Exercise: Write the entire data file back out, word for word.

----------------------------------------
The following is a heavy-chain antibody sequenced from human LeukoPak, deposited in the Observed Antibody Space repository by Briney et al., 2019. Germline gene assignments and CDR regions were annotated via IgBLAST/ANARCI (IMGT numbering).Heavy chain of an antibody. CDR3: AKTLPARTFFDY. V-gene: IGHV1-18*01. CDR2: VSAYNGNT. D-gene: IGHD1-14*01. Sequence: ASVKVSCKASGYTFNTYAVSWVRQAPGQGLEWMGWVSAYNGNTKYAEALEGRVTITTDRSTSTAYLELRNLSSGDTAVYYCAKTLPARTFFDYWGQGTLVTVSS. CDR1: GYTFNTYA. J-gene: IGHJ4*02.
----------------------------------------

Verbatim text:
The following is a heavy-chain antibody sequenced from human LeukoPak, deposited in the Observed Antibody Space repository by Briney et al., 2019. Germline gene assignments and CDR regions were annotated via IgBLAST/ANARCI (IMGT numbering).Heavy chain of an antibody. CDR3: AKTLPARTFFDY. V-gene: IGHV1-18*01. CDR2: VSAYNGNT. D-gene: IGHD1-14*01. Sequence: ASVKVSCKASGYTFNTYAVSWVRQAPGQGLEWMGWVSAYNGNTKYAEALEGRVTITTDRSTSTAYLELRNLSSGDTAVYYCAKTLPARTFFDYWGQGTLVTVSS. CDR1: GYTFNTYA. J-gene: IGHJ4*02.